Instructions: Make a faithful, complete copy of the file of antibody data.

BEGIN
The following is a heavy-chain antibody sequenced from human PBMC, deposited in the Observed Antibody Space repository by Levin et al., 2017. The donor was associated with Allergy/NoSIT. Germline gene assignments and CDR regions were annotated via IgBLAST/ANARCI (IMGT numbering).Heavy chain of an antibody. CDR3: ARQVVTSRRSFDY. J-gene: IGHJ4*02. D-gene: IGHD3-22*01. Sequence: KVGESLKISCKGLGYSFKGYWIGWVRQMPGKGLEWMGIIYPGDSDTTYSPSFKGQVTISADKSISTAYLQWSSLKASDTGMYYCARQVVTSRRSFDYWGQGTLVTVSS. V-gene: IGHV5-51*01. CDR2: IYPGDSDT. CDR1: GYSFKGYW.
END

The following is a heavy-chain antibody sequenced from human PBMC, deposited in the Observed Antibody Space repository by Levin et al., 2017. The donor was associated with Allergy/NoSIT. Germline gene assignments and CDR regions were annotated via IgBLAST/ANARCI (IMGT numbering).Heavy chain of an antibody. CDR3: ARQVVTSRRSFDY. J-gene: IGHJ4*02. D-gene: IGHD3-22*01. Sequence: KVGESLKISCKGLGYSFKGYWIGWVRQMPGKGLEWMGIIYPGDSDTTYSPSFKGQVTISADKSISTAYLQWSSLKASDTGMYYCARQVVTSRRSFDYWGQGTLVTVSS. V-gene: IGHV5-51*01. CDR2: IYPGDSDT. CDR1: GYSFKGYW.